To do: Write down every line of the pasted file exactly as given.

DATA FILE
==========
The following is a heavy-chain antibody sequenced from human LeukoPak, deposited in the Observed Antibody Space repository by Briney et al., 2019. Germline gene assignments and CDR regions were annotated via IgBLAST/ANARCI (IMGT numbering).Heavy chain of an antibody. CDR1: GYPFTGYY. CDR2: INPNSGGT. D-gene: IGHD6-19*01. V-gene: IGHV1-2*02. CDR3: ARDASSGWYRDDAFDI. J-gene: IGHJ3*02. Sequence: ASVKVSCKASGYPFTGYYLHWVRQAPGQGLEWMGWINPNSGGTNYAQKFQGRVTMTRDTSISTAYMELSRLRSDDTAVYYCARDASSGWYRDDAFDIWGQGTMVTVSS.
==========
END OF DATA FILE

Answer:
The following is a heavy-chain antibody sequenced from human LeukoPak, deposited in the Observed Antibody Space repository by Briney et al., 2019. Germline gene assignments and CDR regions were annotated via IgBLAST/ANARCI (IMGT numbering).Heavy chain of an antibody. CDR1: GYPFTGYY. CDR2: INPNSGGT. D-gene: IGHD6-19*01. V-gene: IGHV1-2*02. CDR3: ARDASSGWYRDDAFDI. J-gene: IGHJ3*02. Sequence: ASVKVSCKASGYPFTGYYLHWVRQAPGQGLEWMGWINPNSGGTNYAQKFQGRVTMTRDTSISTAYMELSRLRSDDTAVYYCARDASSGWYRDDAFDIWGQGTMVTVSS.